To fuel industry recovery, travelers need a confidence boost, WTTC speakers say

Gloria Guevara, the president and CEO of the World Travel and Tourism Council, at the summit's opening ceremony.
Gloria Guevara, the president and CEO of the World Travel and Tourism Council, at the summit's opening ceremony.

CANCUN -- Delegates to travel's first major in-person summit since the pandemic began said Monday they are confident tourism is on the cusp of a dramatic rebound, but only after fear and uncertainty are removed from the travel equation.

"We need a statement from the World Health Organization that traveling is not a greater risk if you play by the rules," Portugal's tourism secretary, Rita Marques, told attendees of the World Travel and Tourism Council's Global Summit.

Marquess said that throughout the pandemic there have been "noisy reactions that jeopardized the industry and increased the perception [of] the risk" of travel.

To move forward, she said, the public and private sectors need to communicate more clearly, and assertively, that travel can be done safely.

The summit opened on Sunday to news that the European Union would open to vaccinated travelers this summer, a move applauded by delegates as proof that successful vaccination campaigns in the U.S., the U.K., Israel and other countries are removing some of the fear about opening borders.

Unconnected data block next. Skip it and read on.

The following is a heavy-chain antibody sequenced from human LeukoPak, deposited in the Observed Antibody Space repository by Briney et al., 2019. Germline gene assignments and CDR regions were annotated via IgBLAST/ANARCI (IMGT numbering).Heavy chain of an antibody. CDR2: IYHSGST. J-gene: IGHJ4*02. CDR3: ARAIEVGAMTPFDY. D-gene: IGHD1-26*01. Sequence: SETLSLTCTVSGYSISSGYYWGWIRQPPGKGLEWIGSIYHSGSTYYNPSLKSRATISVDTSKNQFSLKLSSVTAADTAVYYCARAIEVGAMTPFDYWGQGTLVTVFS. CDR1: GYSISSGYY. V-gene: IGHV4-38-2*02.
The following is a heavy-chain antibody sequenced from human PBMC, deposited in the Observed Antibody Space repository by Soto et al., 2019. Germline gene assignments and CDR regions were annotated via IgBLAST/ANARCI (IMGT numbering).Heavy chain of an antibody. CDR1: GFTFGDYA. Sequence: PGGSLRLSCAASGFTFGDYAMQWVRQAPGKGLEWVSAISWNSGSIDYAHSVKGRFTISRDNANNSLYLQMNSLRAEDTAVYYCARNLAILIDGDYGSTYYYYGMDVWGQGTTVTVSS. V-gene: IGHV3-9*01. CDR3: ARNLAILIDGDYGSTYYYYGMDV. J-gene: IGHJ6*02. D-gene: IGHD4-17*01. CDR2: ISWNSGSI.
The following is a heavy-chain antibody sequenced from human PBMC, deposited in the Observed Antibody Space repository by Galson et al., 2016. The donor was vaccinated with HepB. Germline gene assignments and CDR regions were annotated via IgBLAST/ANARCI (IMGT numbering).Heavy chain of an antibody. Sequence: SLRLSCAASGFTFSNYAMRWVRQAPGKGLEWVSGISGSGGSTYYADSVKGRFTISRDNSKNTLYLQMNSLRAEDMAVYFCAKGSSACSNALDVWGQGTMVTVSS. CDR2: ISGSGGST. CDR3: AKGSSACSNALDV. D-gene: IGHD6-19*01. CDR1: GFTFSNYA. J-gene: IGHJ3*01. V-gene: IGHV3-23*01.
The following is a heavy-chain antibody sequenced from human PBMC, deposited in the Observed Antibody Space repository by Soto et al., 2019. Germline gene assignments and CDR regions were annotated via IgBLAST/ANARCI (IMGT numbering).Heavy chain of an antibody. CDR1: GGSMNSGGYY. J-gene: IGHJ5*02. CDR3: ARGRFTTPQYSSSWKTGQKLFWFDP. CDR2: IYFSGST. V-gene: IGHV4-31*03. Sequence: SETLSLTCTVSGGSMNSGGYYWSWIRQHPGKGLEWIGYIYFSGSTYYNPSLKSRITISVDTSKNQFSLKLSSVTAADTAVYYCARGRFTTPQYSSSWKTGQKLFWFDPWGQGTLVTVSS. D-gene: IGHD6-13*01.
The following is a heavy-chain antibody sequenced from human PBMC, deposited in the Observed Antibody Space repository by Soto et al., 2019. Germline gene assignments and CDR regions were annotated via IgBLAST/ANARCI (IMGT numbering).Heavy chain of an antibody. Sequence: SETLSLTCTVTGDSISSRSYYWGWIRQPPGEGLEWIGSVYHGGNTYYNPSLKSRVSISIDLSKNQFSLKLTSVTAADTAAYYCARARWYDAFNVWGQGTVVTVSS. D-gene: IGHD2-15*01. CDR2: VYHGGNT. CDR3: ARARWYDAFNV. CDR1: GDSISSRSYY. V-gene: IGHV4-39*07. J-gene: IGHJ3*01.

But the public and private sectors also need to come together to push for more uniform global rules governing testing, vaccines, quarantines and digital health records so that travelers can book travel without worry, participants said during panel discussions.

"We need to remove fear from the equation, and we need to remove uncertainty," said Daniel Richards, founder and CEO of Global Rescue. "Those are two related but different things."

With the vaccine rollouts, he said, the fear of getting sick has been removed for many people. And companies like his can provide insurance and a means to fly people home -- but only if governments allow travelers to cross their borders.

"We can't do it or remove the uncertainty of the travel experience," he said. "That goes to governments. And if we can get some level of coordination among governments so that when travelers start to book that trip, start talking about it, [they] have a guarantee that they are not going to get stuck in quarantine."

Spain's tourism secretary, Fernando Valdes Verelst, called the news from the European Commission about opening to vaccinated travelers "excellent," and said he hopes more such announcements will follow.

In an interview, he said tourism-reliant countries began pushing for the bloc to open after seeing the U.S., U.K. and Israel moving quickly with vaccines. "We saw a need to put this in place," he said.

Now, Valdes said, it is crucial that they make it work.

"To restore confidence, we really need to be consistent with this decision," he said. "We cannot fail in this process; we cannot go three steps backwards if it were to turn out people aren't certified by reliable authorities. You have to have the vaccination proven from a public authority."


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